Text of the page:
While recruiters may not update every applicant once a role has been filled, it’s safe to say that another candidate has been selected for a job if you haven’t heard anything within two months of applying. Don’t be too surprised if a recruiter reaches out to you about another open position at a later date.
The website says that a computer science degree isn’t absolutely mandatory to score a job as a software engineer or product manager.
If there’s a deadline for a specific role, the job description will state it. If there’s no date on a role, applications are accepted on a rolling basis.
How students can prepare to with Google
The tech company has many resources for students looking to one day work with the company. The Students page offers advice from how to create a resume that will impress Google to their very own guide to grow your technical skills with Google. Resources like available scholarships and grants, a virtual career fair, and a list of sponsored events are also available.
About Google’s parent company, Alphabet Inc.
Alphabet Inc. is Google’s parent company. Created in 2015, its purpose is to make Google “cleaner and more accountable,” according to former Google CEO and current Alphabet CEO Larry Page. Google’s stock was converted to Alphabet’s stock. Google is a subsidiary of Alphabet, but still remains the umbrella company for Alphabet’s Internet-related businesses like Android, YouTube, and Search.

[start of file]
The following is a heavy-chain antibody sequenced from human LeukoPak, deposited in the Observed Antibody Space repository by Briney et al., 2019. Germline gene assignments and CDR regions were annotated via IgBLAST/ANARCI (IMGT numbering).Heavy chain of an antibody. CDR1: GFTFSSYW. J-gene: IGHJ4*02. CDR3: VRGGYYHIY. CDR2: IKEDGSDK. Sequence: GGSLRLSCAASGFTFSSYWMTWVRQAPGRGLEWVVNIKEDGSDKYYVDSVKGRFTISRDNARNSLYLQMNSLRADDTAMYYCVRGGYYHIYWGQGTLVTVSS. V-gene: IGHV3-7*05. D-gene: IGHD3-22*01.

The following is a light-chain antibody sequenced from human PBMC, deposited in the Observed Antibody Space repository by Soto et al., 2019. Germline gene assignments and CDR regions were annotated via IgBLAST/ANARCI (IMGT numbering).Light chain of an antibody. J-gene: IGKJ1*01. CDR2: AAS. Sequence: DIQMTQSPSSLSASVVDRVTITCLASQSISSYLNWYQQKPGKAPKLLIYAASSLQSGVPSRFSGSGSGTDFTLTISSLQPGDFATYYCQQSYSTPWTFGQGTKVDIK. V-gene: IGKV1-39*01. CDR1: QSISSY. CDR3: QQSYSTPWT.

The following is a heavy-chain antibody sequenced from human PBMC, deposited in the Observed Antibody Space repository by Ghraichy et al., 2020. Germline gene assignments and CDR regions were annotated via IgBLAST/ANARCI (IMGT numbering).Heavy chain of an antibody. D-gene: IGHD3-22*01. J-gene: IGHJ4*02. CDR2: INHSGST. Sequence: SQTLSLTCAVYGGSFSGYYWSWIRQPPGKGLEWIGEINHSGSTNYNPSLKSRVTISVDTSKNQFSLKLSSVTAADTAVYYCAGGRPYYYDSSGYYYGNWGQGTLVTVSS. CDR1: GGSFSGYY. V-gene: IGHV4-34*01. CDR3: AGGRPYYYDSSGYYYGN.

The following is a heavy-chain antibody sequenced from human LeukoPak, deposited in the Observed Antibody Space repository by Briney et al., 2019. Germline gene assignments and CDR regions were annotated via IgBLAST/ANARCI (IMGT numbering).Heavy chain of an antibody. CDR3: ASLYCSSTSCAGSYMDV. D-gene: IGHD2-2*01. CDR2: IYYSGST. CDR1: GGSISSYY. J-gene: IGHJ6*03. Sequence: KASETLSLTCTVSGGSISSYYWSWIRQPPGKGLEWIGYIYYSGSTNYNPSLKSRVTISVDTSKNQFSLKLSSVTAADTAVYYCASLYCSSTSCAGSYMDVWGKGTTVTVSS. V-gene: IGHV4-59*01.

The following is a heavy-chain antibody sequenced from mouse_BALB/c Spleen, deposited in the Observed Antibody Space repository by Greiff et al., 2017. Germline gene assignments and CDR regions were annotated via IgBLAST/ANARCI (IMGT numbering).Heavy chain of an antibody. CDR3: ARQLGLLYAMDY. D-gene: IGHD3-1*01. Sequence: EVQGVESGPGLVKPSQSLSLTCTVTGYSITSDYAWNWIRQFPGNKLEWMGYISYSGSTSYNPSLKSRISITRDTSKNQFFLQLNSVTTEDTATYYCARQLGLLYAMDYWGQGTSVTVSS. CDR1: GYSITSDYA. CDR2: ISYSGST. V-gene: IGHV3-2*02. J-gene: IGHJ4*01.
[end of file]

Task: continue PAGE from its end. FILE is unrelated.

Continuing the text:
A complete rundown of Google’s products and services
The tech company got its start with its search engine product, Google Search, in 1997. Across all platforms, it is the most used search engine in the world. Google News, an app and news aggregator, launched in 2002. Google Books, launched October 2004, searches text found in the books in its database and previews or full text.
Based on its annual reports, this tech company generates most of its revenue from advertising. Google Ads allows brands to purchase the top spots on a page when a customer types in a specific keyword.
AdSense is a program that allows website publishers to match text and display ads to their sites based on your content and visitors. The program exists as a simpler way for content creators to make money through advertisements.
The Analytics program allows website owners to track traffic, including where and how people enter their website and their activity following the first click.
Additionally, YouTube ads also create an extreme revenue stream.
Whatever issue you may turn towards the web to solve, this tech company probably has a tool for you to use. Some of it’s most-used web-based services include Gmail for email, Calendar for scheduling, Maps for navigating, and Drive for file storage. GSuite, which consists of Docs, Sheets, and Slides, are used for productivity. The ‘My Business’ product is used for managing public business information. Duo, an app used for video social interaction, is Google’s response to Apple’s FaceTime.